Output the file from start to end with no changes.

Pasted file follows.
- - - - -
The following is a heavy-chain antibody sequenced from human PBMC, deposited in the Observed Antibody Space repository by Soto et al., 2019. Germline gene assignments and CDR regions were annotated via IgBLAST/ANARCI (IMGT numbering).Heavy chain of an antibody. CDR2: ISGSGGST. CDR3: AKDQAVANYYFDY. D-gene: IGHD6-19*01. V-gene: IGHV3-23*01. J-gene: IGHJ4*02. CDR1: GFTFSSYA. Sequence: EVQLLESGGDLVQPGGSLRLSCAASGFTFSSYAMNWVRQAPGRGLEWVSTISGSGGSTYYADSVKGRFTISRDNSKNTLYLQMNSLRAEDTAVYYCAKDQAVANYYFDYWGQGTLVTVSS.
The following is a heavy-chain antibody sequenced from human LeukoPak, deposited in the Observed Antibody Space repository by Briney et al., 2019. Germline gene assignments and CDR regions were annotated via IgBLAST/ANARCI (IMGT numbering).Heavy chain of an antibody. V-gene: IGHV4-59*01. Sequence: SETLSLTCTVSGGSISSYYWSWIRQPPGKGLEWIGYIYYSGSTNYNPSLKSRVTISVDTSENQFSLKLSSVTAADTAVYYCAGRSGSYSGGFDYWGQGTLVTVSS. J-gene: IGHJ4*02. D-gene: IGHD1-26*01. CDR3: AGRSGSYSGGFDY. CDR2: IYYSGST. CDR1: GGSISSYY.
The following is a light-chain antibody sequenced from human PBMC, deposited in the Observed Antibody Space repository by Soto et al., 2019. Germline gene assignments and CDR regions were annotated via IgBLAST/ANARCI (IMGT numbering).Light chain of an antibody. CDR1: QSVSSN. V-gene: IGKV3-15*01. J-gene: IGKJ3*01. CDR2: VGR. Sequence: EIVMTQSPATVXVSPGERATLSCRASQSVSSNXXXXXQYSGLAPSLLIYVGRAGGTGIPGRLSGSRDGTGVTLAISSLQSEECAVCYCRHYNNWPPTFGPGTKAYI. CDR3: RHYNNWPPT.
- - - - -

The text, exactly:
The following is a heavy-chain antibody sequenced from human PBMC, deposited in the Observed Antibody Space repository by Soto et al., 2019. Germline gene assignments and CDR regions were annotated via IgBLAST/ANARCI (IMGT numbering).Heavy chain of an antibody. CDR2: ISGSGGST. CDR3: AKDQAVANYYFDY. D-gene: IGHD6-19*01. V-gene: IGHV3-23*01. J-gene: IGHJ4*02. CDR1: GFTFSSYA. Sequence: EVQLLESGGDLVQPGGSLRLSCAASGFTFSSYAMNWVRQAPGRGLEWVSTISGSGGSTYYADSVKGRFTISRDNSKNTLYLQMNSLRAEDTAVYYCAKDQAVANYYFDYWGQGTLVTVSS.
The following is a heavy-chain antibody sequenced from human LeukoPak, deposited in the Observed Antibody Space repository by Briney et al., 2019. Germline gene assignments and CDR regions were annotated via IgBLAST/ANARCI (IMGT numbering).Heavy chain of an antibody. V-gene: IGHV4-59*01. Sequence: SETLSLTCTVSGGSISSYYWSWIRQPPGKGLEWIGYIYYSGSTNYNPSLKSRVTISVDTSENQFSLKLSSVTAADTAVYYCAGRSGSYSGGFDYWGQGTLVTVSS. J-gene: IGHJ4*02. D-gene: IGHD1-26*01. CDR3: AGRSGSYSGGFDY. CDR2: IYYSGST. CDR1: GGSISSYY.
The following is a light-chain antibody sequenced from human PBMC, deposited in the Observed Antibody Space repository by Soto et al., 2019. Germline gene assignments and CDR regions were annotated via IgBLAST/ANARCI (IMGT numbering).Light chain of an antibody. CDR1: QSVSSN. V-gene: IGKV3-15*01. J-gene: IGKJ3*01. CDR2: VGR. Sequence: EIVMTQSPATVXVSPGERATLSCRASQSVSSNXXXXXQYSGLAPSLLIYVGRAGGTGIPGRLSGSRDGTGVTLAISSLQSEECAVCYCRHYNNWPPTFGPGTKAYI. CDR3: RHYNNWPPT.